It is expected many users will be experienced with the MATLAB Optimization Toolbox. Therefore to minimize the transition of code between the two, OPTI provides several overloads. Note these are not overloads in the object-orientated sense, merely the same function names with 'opti_' in front of it.

The following table lists the Optimization Toolbox and corresponding OPTI functions:

 Problem Type MATLAB Function OPTI Function LP `linprog` `opti_linprog` BILP `bintprog` `opti_bintprog` MILP `intlinprog` `opti_intlinprog` QP `quadprog` `opti_quadprog` NLS `lsqcurvefit` `opti_lsqcurvefit` SNLE `fsolve` `opti_fsolve` UNO `fminunc` `opti_fminunc` NLP `fmincon` `opti_fmincon`

Each function uses exactly the same calling syntax as the MATLAB equivalent, including dual outputs for nonlinear callbacks (not an OPTI convention).

### Example 1: LP

Using the same LP from the Basic Usage example page, the problem can be constructed and solved as follows:

% Problem
f = -[6 5]';                %Objective Function (min f'x)
A = [1,4; 6,4; 2, -5];      %Linear Inequality Constraints (Ax <= b)
b = [16;28;6];
lb = [0;0];                 %Bounds on x (lb <= x <= ub)
ub = [10;10];

% Solve using MATLAB's linprog:
x = linprog(f,A,b,[],[],lb,ub)

% Solve using corresponding OPTI overload:
x = opti_linprog(f,A,b,[],[],lb,ub)

Note OPTI is not intended to replace the Optimization Toolbox. It in fact interfaces with it, and you can choose 'matlab' as the solver for any problem type you wish to attempt to solve using the Optimization Toolbox. In my experience the Optimization Toolbox is a suite of robust solvers and can typically solve problems others can't. It is just not always that fast, which can be a problem on large-scale problems.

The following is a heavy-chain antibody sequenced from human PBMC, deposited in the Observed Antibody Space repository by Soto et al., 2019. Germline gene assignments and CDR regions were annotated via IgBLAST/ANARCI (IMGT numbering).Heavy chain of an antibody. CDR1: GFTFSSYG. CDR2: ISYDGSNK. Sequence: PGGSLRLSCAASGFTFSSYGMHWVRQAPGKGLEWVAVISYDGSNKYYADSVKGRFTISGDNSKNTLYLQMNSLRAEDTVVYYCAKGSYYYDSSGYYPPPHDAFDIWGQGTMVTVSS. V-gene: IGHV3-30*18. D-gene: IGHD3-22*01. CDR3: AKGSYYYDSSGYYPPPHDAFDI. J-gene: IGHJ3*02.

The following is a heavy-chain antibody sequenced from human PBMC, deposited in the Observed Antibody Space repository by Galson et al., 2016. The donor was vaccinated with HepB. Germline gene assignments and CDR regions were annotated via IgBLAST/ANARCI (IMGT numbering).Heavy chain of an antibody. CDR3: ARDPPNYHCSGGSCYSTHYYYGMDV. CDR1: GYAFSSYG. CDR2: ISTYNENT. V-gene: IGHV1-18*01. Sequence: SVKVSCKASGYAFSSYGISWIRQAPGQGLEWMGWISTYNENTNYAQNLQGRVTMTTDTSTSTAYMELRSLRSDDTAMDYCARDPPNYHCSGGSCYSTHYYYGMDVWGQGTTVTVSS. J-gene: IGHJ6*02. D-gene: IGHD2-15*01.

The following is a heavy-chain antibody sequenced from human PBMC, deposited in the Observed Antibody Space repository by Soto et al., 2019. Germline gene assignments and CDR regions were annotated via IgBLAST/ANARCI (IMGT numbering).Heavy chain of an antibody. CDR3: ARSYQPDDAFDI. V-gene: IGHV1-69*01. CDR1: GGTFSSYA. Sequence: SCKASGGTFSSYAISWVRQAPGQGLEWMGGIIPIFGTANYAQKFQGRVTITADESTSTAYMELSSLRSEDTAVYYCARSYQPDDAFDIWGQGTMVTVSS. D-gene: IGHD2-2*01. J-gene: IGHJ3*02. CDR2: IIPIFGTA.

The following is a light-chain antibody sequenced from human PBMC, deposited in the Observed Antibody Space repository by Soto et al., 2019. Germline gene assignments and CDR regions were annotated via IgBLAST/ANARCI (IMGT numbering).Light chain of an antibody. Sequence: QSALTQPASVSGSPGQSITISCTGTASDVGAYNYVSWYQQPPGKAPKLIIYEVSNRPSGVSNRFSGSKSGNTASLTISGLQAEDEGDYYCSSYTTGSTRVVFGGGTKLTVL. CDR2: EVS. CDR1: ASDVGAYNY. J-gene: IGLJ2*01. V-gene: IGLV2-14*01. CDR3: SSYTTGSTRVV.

### Example 2: MILP

From MATLAB 2014a you can now solve mixed-integer linear programs. However if you want to try one of OPTI's solvers, use the overload below:

% Objective
f = [2, 3, 7, 7]';
% Constraints
A = [-1, -1, 2, 5;1, -2, -1, -4];
b = [-2; -3];
lb = zeros(4,1);
ub = [30 100 20 1]';

% Integer Constraints
xtype = [2 4];  %variables 1, 3 are continuous, 2, 4 are integer

x = opti_intlinprog(f,xtype,A,b,[],[],lb,ub)

Note an earlier overload exists, `opti_mintprog`, which contains the same functionality. This function existed before `intlinprog` was released.

### Example 3: NLP

You may be wondering how to change the solver using the overloaded methods. I can assure you this is easy! Just as you can pass optimset options to a MATLAB function, you can pass optiset options (including the solver) to a OPTI overload. The following example details this:

% Objective
fun = @(x) sin(x(1) + x(2)) + (x(1) - x(2))^2 - 1.5*x(1) + 2.5*x(2) + 1;
% Constraints
lb = [-1.5;-3];
ub = [4;3];

% Starting Guess
x0 = [0;0];

% Setup Options